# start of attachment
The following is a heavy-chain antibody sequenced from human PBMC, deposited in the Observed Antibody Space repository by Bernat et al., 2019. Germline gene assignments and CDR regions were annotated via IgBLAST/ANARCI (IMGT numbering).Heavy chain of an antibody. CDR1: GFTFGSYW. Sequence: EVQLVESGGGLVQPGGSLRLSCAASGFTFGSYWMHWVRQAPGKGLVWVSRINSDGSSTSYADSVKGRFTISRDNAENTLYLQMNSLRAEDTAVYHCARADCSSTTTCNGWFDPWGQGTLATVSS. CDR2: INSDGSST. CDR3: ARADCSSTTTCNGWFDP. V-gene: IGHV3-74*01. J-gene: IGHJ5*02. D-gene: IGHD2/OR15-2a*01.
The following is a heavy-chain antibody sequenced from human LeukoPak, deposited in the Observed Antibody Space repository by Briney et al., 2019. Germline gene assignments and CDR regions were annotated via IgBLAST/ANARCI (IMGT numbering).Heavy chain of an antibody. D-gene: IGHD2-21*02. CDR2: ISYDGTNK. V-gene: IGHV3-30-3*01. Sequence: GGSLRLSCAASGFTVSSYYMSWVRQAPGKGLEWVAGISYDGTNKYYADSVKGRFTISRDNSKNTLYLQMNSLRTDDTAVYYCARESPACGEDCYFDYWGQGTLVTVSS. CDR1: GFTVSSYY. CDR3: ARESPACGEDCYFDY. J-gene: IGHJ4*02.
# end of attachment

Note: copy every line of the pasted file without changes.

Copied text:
The following is a heavy-chain antibody sequenced from human PBMC, deposited in the Observed Antibody Space repository by Bernat et al., 2019. Germline gene assignments and CDR regions were annotated via IgBLAST/ANARCI (IMGT numbering).Heavy chain of an antibody. CDR1: GFTFGSYW. Sequence: EVQLVESGGGLVQPGGSLRLSCAASGFTFGSYWMHWVRQAPGKGLVWVSRINSDGSSTSYADSVKGRFTISRDNAENTLYLQMNSLRAEDTAVYHCARADCSSTTTCNGWFDPWGQGTLATVSS. CDR2: INSDGSST. CDR3: ARADCSSTTTCNGWFDP. V-gene: IGHV3-74*01. J-gene: IGHJ5*02. D-gene: IGHD2/OR15-2a*01.
The following is a heavy-chain antibody sequenced from human LeukoPak, deposited in the Observed Antibody Space repository by Briney et al., 2019. Germline gene assignments and CDR regions were annotated via IgBLAST/ANARCI (IMGT numbering).Heavy chain of an antibody. D-gene: IGHD2-21*02. CDR2: ISYDGTNK. V-gene: IGHV3-30-3*01. Sequence: GGSLRLSCAASGFTVSSYYMSWVRQAPGKGLEWVAGISYDGTNKYYADSVKGRFTISRDNSKNTLYLQMNSLRTDDTAVYYCARESPACGEDCYFDYWGQGTLVTVSS. CDR1: GFTVSSYY. CDR3: ARESPACGEDCYFDY. J-gene: IGHJ4*02.